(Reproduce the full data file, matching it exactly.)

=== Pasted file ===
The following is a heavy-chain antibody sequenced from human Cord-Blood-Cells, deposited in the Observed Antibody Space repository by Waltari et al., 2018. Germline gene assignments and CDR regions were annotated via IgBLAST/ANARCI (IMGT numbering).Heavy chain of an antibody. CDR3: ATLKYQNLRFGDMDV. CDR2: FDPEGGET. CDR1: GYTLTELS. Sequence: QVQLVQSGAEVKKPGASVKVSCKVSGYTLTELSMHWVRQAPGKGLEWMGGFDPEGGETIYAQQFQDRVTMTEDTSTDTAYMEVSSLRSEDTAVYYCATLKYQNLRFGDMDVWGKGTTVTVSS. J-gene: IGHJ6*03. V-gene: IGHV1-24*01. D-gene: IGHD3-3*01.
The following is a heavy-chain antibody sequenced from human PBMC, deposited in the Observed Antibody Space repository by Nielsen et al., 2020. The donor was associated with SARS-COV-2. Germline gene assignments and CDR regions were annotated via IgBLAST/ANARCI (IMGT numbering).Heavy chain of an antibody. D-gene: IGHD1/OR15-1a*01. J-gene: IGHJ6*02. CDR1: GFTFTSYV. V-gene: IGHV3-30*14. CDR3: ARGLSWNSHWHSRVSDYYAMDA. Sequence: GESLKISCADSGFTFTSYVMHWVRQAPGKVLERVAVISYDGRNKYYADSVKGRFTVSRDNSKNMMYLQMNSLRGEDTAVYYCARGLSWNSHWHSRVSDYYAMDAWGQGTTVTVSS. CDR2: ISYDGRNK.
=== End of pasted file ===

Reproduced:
The following is a heavy-chain antibody sequenced from human Cord-Blood-Cells, deposited in the Observed Antibody Space repository by Waltari et al., 2018. Germline gene assignments and CDR regions were annotated via IgBLAST/ANARCI (IMGT numbering).Heavy chain of an antibody. CDR3: ATLKYQNLRFGDMDV. CDR2: FDPEGGET. CDR1: GYTLTELS. Sequence: QVQLVQSGAEVKKPGASVKVSCKVSGYTLTELSMHWVRQAPGKGLEWMGGFDPEGGETIYAQQFQDRVTMTEDTSTDTAYMEVSSLRSEDTAVYYCATLKYQNLRFGDMDVWGKGTTVTVSS. J-gene: IGHJ6*03. V-gene: IGHV1-24*01. D-gene: IGHD3-3*01.
The following is a heavy-chain antibody sequenced from human PBMC, deposited in the Observed Antibody Space repository by Nielsen et al., 2020. The donor was associated with SARS-COV-2. Germline gene assignments and CDR regions were annotated via IgBLAST/ANARCI (IMGT numbering).Heavy chain of an antibody. D-gene: IGHD1/OR15-1a*01. J-gene: IGHJ6*02. CDR1: GFTFTSYV. V-gene: IGHV3-30*14. CDR3: ARGLSWNSHWHSRVSDYYAMDA. Sequence: GESLKISCADSGFTFTSYVMHWVRQAPGKVLERVAVISYDGRNKYYADSVKGRFTVSRDNSKNMMYLQMNSLRGEDTAVYYCARGLSWNSHWHSRVSDYYAMDAWGQGTTVTVSS. CDR2: ISYDGRNK.